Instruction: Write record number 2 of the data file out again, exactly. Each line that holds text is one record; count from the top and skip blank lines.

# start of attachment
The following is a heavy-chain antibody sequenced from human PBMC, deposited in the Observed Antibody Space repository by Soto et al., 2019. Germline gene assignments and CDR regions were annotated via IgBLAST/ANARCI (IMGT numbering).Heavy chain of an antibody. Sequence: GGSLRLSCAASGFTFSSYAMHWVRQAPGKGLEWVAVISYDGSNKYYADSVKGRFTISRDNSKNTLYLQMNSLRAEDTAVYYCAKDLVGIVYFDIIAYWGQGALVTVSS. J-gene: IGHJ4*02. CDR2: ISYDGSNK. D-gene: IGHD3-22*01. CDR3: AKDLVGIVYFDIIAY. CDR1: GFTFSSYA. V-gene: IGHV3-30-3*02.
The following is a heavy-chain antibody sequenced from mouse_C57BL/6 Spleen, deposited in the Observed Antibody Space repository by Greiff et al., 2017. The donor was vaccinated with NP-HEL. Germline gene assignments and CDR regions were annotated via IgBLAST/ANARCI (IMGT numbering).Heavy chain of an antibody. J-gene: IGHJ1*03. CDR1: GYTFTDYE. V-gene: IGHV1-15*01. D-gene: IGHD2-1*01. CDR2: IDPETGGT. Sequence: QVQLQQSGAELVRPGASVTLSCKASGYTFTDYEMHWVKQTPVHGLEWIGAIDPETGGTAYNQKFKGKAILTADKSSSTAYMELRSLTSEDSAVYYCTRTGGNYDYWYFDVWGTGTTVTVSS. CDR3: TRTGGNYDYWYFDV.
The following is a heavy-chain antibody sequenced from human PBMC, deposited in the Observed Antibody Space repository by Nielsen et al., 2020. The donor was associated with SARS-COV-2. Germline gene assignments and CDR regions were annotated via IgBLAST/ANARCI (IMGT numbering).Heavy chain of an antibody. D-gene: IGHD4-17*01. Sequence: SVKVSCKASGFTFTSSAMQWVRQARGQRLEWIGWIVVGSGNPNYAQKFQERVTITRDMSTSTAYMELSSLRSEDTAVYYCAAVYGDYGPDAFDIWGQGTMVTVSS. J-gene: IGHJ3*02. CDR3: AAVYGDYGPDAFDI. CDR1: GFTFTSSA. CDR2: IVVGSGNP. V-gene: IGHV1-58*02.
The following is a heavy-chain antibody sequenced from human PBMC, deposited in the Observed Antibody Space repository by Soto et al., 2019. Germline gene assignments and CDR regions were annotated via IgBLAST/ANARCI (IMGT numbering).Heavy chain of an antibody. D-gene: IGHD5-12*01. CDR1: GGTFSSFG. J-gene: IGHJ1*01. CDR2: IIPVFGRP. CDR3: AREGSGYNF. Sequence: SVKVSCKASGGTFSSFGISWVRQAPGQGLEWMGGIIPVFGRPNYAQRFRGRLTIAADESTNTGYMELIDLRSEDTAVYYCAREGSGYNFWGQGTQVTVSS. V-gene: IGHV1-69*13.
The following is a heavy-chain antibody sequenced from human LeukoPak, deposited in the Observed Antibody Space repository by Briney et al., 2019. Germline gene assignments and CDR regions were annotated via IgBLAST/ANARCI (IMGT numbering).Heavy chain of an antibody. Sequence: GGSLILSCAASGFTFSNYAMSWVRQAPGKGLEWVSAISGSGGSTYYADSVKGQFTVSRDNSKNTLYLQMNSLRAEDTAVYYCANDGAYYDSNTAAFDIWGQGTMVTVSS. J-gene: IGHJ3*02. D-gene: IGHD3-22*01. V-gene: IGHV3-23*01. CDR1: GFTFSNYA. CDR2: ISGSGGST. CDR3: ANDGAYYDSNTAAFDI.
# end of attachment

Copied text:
The following is a heavy-chain antibody sequenced from mouse_C57BL/6 Spleen, deposited in the Observed Antibody Space repository by Greiff et al., 2017. The donor was vaccinated with NP-HEL. Germline gene assignments and CDR regions were annotated via IgBLAST/ANARCI (IMGT numbering).Heavy chain of an antibody. J-gene: IGHJ1*03. CDR1: GYTFTDYE. V-gene: IGHV1-15*01. D-gene: IGHD2-1*01. CDR2: IDPETGGT. Sequence: QVQLQQSGAELVRPGASVTLSCKASGYTFTDYEMHWVKQTPVHGLEWIGAIDPETGGTAYNQKFKGKAILTADKSSSTAYMELRSLTSEDSAVYYCTRTGGNYDYWYFDVWGTGTTVTVSS. CDR3: TRTGGNYDYWYFDV.